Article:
Bioactive small molecules enhance CRISPR/Cas9 loss-of-function editing in human cells

In a recent Molecular Therapy: Nucleic Acids study, researchers demonstrate enhanced loss-of-function editing of clustered regularly interspaced short palindromic repeats (CRISPR)/CRISPR-associated protein 9 (Cas9) in human cells. This effect was accompanied by the hindrance of transforming growth factor β (TGFβ) signaling.

Study: Improved loss-of-function CRISPR/Cas9 genome editing in human cells concomitant with inhibition of TGFβ signaling. Image Credit: Yurchanka Siarhei /


CRISPR/Cas9 is a cutting-edge genome editing technology that has been used for several research purposes, including epigenetic alterations, endogenous gene tagging, live imaging of genome transcription and editing, as well as, most crucially, modifying genes for therapeutic purposes.

Approaches to modulate cellular deoxyribonucleic acid (DNA)-repair mechanisms have tremendous potential in improving the performance of the CRISPR/Cas9 genome editing platform. During the lack of a repair template, CRISPR/Cas9-induced DNA double-strand breaks (DSBs) are corrected by endogenous cellular DNA repair networks that result in loss-of-function edits.

Although CRISPR/Cas9 can alter the genome, improving its efficiency in human cells, particularly primary cells, remains a challenge. The inhibitory mechanisms or conflicting signals that work against CRISPR/Cas9 might be the reasons for this effect.

About the study

In the present study, researchers present a reporter-based technique for the quick quantification of CRISPR/Cas9 loss-of-function editing. To this end, a large-scale chemical screen using this technique identified small compounds that enhance CRISPR/Cas9 loss-of-function editing.

Cyclin destruction box (CDB) was fused to the N-terminus of the green fluorescent protein (GFP) gene resulting in modified GFP (mGFP) to allow for the quick assessment of GFP loss as a function of editing due to the capacity of CDB to yield a protein for breakdown. A time-course evaluation of mGFP versus unmodified GFP was conducted parallelly to evaluate the ability of genome editing efficiency measurement by the assay.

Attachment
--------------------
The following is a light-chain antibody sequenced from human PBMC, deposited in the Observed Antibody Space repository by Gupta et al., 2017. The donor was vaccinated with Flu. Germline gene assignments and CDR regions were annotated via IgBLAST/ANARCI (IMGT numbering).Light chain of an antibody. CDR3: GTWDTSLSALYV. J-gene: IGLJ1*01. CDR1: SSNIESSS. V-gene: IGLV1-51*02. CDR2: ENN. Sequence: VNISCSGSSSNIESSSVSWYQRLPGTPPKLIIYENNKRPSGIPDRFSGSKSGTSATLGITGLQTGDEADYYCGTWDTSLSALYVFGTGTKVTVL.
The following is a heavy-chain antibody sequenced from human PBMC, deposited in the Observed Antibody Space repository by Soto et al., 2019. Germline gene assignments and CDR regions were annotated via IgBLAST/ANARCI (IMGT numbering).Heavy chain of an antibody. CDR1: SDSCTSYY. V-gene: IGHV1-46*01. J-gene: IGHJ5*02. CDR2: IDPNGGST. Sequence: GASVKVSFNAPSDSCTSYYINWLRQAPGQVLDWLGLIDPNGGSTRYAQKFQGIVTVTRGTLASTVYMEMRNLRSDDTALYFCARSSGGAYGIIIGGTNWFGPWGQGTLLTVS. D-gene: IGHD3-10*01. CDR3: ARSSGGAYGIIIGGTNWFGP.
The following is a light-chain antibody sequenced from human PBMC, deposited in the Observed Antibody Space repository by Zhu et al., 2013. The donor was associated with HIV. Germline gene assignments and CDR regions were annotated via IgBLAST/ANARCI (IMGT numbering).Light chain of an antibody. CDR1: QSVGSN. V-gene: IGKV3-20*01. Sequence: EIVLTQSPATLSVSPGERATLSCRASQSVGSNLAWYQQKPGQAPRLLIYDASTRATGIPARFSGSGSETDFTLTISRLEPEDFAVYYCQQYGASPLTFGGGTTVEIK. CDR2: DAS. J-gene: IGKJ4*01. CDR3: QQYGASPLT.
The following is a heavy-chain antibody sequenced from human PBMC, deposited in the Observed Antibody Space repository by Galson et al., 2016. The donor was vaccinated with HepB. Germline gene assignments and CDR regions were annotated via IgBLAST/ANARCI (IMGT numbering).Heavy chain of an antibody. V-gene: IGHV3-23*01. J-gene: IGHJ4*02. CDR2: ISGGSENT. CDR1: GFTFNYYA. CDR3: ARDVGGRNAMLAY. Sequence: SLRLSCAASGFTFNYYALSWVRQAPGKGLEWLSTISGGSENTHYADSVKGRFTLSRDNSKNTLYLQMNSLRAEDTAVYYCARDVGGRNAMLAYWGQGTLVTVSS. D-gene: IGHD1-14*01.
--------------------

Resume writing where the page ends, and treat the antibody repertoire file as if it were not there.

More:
Further, the team developed a chemical screen employing the mGFP reporter to identify small compounds according to their capability to boost loss-of-function editing. The GFP fluorescence loss as a function of CRISPR/Cas9 editing was measured.

Study findings

The researchers found that mGFP has about six to 10 hours lower half-life than unmodified GFP, thereby indicating the rapid quantification of genome editing efficiency of the mGFP reporter-based assay developed here. This assay discovered that biologically active small molecules such as Repsox can be rearranged to enhance genome editing by suppressing competing signals that impede CRISPR/Cas9 activity.

Small compounds provide several benefits over genetic alterations including greater control and ease of use, as well as the ability to adjust small molecules' impacts by altering combinations and concentrations.

The quick mode of action, high efficiency, easy application, and reversibility of Repsox presents numerous benefits. For example, previous studies have demonstrated that Repsox has no negative impacts on primary human cells. Furthermore, various manufacturers offer Repsox, which can be used to stimulate on-target genome editing.

Taken together, experimental approaches that provide higher delivery and transfection efficiency of Cas9 ribonucleoprotein (RNP) combination with Repsox are likely to result in efficiency gains.